On the Tulagi side of Iron Bottom Sound lie more wrecks, including the crown jewel of diving in these waters, the USS Aaron Ward. The American attack on August 7, 1942, began with Grumman Wildcats from the USS Wasp strafing and sinking seven Kawanishi "Mavis" seaplanes along with eight Nakajima "Rufes" float Zeros, moored in Tulagi Harbor. While the float Zeros were apparently salvaged for intelligence purposes, at least four of the four-engine "Mavis" seaplanes remain and make excellent dives and give plenty of bottom time, lying in only 75-110 feet of water.

Near the back of Tulagi Harbor rests the New Zealand corvette Moa. Largely intact and listing 15-degrees to port in 135 feet of water, the visibility here varies due to a silty bottom. The wreck is fascinating, however, and complete with a 4-inch deck gun on her bow and depth charge racks on the stern; in between are plenty of places to explore. Tucked in the back of the harbor, nearly underneath a local pier in only 50 feet of water, lies the bow section of the heavy cruiser USS Minneapolis. A veteran of the "Battle of Tassafaronga," her bow was nearly blown off by Japanese torpedoes but she managed to limp back to Tulagi, where American sailors finished severing her bow and built a temporary one from coconut logs. The bow now lies upside-down and is surrounded by debris, including a large assortment of cordite and naval shells emptied from her magazine, making for a good rummage dive. An hours ride to the west, in the Buena Vista Islands, lies the Japanese mine sweeper Tama Maru. Sunk by US carrier planes on May 4, 1942, during the opening moves of the "Battle of the Coral Sea," the wreck is listing to port in 250 feet of fantastically clear water.

USS Minneapolis, minus her bow, after the "Battle of Tassafaronga."The Minneapolis' bow now rests upside down at the back of Tulagi Harbor.The wreck of the Tama Maru is blessed with incredible visibility.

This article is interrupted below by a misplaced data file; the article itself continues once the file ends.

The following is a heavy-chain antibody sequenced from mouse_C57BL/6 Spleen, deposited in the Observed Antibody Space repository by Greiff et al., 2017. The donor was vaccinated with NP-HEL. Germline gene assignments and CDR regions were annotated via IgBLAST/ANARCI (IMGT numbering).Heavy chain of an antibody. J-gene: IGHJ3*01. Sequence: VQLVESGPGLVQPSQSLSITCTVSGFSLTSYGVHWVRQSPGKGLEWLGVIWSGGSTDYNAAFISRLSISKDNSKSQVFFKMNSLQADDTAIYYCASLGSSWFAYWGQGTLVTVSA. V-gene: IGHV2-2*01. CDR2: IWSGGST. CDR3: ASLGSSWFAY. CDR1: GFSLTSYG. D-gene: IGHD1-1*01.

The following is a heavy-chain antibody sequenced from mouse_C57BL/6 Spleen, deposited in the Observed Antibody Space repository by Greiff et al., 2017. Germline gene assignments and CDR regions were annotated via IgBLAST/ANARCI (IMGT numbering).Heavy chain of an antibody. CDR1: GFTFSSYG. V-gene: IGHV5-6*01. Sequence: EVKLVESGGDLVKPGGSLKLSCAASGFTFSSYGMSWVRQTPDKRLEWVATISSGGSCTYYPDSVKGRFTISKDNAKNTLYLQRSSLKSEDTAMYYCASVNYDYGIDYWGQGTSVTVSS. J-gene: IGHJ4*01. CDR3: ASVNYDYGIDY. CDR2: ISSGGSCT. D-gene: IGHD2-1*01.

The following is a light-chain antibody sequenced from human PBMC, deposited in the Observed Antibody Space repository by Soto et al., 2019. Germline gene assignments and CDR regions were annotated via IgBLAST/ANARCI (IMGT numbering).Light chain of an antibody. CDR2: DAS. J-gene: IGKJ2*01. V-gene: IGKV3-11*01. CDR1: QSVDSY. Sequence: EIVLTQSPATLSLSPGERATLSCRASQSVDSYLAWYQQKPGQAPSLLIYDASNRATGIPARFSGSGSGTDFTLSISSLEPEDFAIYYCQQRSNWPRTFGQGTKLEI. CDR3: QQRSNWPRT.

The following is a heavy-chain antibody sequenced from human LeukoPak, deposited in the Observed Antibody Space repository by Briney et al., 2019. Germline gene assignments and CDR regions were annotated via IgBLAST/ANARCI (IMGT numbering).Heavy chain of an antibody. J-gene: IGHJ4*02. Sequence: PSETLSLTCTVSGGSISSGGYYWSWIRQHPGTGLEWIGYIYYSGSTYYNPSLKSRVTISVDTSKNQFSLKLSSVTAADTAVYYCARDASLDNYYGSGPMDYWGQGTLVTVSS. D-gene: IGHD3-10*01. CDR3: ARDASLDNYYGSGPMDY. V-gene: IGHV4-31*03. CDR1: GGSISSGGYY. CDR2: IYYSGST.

Near the mouth of Tulagi Harbor sits the fleet oiler USS Kanawha. This magnificent ship stands upright on a 180+ foot bottom, but divers can land on the bow at 140 feet and a bit deeper in the stern. Although she was not a combatant ship, she has no shortage of armament and there seem to be guns everywhere. The bow sports a partially collapsed gun tub with the gun in place minus its barrel; on either side stand 20 mm antiaircraft guns. At the stern is another gun tub with a 3-inch gun; strewn around the tub�s interior are empty shell casings from her last battle against the Japanese aircraft that sank her. On either side stand two enormous naval guns that somehow seem out of place. Midships, divers can find her partially collapsed superstructure, as well as a skylight leading into the engine room, and still more guns.

USS Kanawha is covered with guns from stem to stern.Looking up at the Kanawha's bow from near the 180-foot bottom.A gun tub on Kanawha's stern is still littered with shell casings expended during the aerial attack that sank her.

If you are a fan of naval guns, the USS Aaron Ward is definitely for you. This 341-foot destroyer sits upright in 230 feet of water, guns still at action stations and pointing skyward as if locked in battle with the Japanese aircraft that destroyed her 65 years ago. The wreck is visually magnificent, with two five-inch gun turrets both forward and aft, as well as 20 mm and 40 mm antiaircraft guns. Midships a brace of five torpedo tubes lie beneath a towering bridge structure. Her decks seem to be covered in debris, including empty shell casings, and the entire ship gives the appearance of still being in battle. The sight of those gun turrets, eternally frozen in time 65-years ago, is one not easily forgotten. The Ward surely ranks as one of the best wreck dives anywhere--she is that impressive.